One of Philip K. Dick’s most interesting and important ideas is that each person has their own reality. Reality is subjective and each person is experiencing the world in their own way, therefore developing over 6 billion realities, of which no two can be the same. In Do Androids Dream of Electric Sheep? he explores the concept of multiple realities in various ways. Many people would probably note the differences in the realities of the androids versus the realities of the humans. In actuality, this is an arbitrary distinction that need not be made. What is important to note is the difference in each character’s reality, whether the character is an android or a human. The androids have no sense or feeling that they are missing anything because they are not human. They feel human; they believe that they are equal to humans. If “everything is true… everything that anybody ever thought,” as stated by Deckard/Dick in the novel, then the androids that think they are human must be human. Another important commentary on the nature of reality is the use of the empathy box and the mood organ. The empathy box is used to connect with other people in order to experience the same reality, in the same instant. Clearly, everyone has a different perception of reality, or they wouldn’t need the empathy box to unify their realities. The mood organ is used to alter one’s reality, a theme that runs through all of Philip K. Dick’s writings.

A key idea that subtly permeates Dick’s work is that of mental illness, specifically schizophrenia. In How To Build A Universe That Doesn’t Fall Apart Two Days Later, Dick mentions schizophrenia when discussing plural realities. He argues that the schizophrenic’s world is as real as “our” world, and that we can’t decide which of us is really in touch with “reality.” All we can say is that his reality is so different from ours that we can’t explain them to each other. He subtly implies that schizophrenia is not an illness when he states that breakdown of communication is the “real illness.” In Do Androids Dream of Electric Sheep?, Rick Deckard and Harry Bryant have a discussion regarding the fact that a schizophrenic would fail the Voigt-Kampff test and appear to be an android due to their “flattening of affect” (Dick 33). Philip K. Dick’s interest in, and defense of, schizophrenia was partly due to the fact that it is a disorder that alters reality, but mostly because he was diagnosed with schizophrenia at a young age, though it is questioned whether he really suffered from it.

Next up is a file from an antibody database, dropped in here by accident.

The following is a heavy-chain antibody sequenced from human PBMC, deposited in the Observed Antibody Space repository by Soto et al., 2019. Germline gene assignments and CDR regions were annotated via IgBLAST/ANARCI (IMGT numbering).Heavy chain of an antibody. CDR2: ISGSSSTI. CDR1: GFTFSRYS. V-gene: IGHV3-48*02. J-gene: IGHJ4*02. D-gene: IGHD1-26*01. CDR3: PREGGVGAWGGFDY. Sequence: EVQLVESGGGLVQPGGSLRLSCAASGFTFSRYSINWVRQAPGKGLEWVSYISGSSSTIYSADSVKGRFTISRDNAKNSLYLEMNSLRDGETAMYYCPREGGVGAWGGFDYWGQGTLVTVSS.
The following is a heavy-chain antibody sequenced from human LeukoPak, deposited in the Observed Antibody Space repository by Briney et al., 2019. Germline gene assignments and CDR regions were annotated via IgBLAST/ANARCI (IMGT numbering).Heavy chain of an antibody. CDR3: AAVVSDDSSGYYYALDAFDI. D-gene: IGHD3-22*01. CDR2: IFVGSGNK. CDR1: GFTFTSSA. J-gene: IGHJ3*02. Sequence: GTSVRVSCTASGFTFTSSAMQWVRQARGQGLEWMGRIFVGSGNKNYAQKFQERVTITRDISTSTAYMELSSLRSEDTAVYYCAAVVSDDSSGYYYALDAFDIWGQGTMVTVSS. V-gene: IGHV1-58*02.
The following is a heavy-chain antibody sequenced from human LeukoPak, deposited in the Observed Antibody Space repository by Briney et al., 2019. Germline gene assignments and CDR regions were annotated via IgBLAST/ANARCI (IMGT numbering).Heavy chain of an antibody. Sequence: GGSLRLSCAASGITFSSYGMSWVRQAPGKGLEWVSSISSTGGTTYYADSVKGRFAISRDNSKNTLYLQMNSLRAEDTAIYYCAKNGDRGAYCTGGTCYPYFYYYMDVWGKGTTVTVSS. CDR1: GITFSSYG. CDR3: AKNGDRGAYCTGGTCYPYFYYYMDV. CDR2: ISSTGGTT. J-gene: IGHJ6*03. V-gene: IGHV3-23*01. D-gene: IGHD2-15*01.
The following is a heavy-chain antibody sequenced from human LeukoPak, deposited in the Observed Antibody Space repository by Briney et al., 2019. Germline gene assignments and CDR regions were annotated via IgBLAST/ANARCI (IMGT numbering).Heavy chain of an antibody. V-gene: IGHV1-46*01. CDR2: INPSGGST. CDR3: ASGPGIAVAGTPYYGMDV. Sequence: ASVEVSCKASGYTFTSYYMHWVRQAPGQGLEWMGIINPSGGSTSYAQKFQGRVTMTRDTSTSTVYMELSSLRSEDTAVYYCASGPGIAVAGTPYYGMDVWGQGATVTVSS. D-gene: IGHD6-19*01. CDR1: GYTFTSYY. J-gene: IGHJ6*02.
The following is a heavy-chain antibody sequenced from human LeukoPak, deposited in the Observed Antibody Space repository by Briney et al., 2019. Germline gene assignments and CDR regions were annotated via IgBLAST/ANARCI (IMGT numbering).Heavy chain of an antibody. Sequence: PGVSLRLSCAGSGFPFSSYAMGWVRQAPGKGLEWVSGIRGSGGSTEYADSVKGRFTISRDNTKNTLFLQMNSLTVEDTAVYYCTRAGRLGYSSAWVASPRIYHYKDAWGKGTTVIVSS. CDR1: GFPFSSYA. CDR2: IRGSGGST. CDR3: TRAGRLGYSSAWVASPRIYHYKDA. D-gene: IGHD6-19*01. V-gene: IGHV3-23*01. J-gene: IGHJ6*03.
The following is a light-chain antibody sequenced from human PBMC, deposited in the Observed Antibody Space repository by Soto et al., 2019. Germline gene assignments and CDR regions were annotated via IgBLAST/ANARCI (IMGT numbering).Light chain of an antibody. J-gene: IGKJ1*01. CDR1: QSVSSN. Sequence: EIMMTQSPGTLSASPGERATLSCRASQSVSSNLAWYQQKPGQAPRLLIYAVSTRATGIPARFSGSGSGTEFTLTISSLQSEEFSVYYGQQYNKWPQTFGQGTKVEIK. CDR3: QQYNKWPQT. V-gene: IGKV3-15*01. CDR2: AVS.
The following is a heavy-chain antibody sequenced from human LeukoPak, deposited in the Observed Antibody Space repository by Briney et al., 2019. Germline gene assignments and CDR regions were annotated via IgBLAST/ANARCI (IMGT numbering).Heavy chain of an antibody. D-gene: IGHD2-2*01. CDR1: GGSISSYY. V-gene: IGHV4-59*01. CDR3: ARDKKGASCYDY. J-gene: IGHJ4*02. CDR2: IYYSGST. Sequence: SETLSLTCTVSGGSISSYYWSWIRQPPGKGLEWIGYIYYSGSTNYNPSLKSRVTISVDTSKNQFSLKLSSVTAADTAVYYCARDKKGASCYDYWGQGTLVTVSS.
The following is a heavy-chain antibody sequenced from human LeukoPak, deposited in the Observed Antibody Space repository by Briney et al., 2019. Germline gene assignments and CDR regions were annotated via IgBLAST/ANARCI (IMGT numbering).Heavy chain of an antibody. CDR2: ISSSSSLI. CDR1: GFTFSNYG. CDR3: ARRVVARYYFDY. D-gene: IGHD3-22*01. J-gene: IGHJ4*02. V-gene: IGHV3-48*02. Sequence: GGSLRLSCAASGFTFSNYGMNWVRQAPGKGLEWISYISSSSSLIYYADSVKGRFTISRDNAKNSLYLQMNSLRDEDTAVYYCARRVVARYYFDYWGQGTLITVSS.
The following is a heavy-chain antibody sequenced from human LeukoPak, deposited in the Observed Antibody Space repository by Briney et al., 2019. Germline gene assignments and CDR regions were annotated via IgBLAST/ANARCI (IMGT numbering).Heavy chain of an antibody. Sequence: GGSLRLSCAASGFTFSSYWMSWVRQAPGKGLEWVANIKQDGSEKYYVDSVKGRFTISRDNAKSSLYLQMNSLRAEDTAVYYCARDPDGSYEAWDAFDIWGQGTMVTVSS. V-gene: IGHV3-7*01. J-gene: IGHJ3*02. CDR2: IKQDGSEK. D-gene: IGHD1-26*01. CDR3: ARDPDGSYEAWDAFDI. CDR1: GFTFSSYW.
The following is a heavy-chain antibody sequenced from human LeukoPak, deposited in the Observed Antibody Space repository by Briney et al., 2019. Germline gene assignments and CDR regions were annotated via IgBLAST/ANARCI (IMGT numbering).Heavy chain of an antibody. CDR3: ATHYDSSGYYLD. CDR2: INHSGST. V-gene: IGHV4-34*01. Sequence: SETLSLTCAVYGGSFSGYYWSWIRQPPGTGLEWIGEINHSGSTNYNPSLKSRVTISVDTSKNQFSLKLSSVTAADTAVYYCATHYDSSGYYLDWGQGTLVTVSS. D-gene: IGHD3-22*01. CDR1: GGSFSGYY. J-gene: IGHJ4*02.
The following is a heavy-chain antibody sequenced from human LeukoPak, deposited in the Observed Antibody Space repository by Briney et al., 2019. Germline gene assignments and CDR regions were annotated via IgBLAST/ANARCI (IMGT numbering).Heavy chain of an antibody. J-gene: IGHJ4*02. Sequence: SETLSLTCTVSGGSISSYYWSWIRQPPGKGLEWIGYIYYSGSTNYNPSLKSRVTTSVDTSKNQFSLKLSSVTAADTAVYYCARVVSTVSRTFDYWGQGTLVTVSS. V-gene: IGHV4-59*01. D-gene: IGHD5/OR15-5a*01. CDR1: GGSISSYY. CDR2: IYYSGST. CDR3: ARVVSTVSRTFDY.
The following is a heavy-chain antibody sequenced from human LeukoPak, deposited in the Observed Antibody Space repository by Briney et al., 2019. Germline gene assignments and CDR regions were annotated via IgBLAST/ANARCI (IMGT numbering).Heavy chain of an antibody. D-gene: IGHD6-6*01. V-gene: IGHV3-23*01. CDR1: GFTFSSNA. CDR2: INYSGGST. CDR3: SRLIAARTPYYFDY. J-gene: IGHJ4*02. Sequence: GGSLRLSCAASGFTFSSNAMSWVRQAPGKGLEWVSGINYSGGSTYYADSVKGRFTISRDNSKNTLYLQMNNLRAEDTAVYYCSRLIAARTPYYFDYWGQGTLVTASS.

The mere fact that Philip K. Dick wrote Do Androids Dream of Electric Sheep? as a science fiction novel when it is not about science fiction at all mirrors his belief that reality is an illusion, and all things are not what they seem. It is incredible to me that not only is everyone living something that they can’t define, but a vast majority of people aren’t even trying or exploring their own realities. Philip K. Dick explored reality and existence in a way that allows every person who reads Do Androids Dream of Electric Sheep? to do so with him. He wrapped his philosophical ideas in the appearance of science fiction, so that those looking for a shallow book can have that, and those looking for deeper meaning can have that as well. He approaches philosophy in a way that is not intimidating, and allows common people to be philosophers just like him.

4 comments:

Alex said...

Good essay.

I find the whole Book of Acts thing hard to believe. The Bible is so prevalent in America. Dick probably picked it up through osmosis.

palmer_eldritch said...

I particularly love the ending - some of the berks writing for these highly-regarded magazines would do well to bear it in mind before pressing the 'give me a Philip K Dick article' button.

Anonymous said...

I was recently reading the How to Build a World... essay. The Book of Acts theory is almost irresistable, when he gives all the similarities, and I want to believe it, but you're right, Alex, he must have subconsciously known about it (He seemed to know about everything else!). Not sure I like Do Androids being described a "shallow cheap read" though, even if he does mean the main plot. The novel, even without a deeper meaning, is still a very enjoyable and impressive thriller.

-giospurs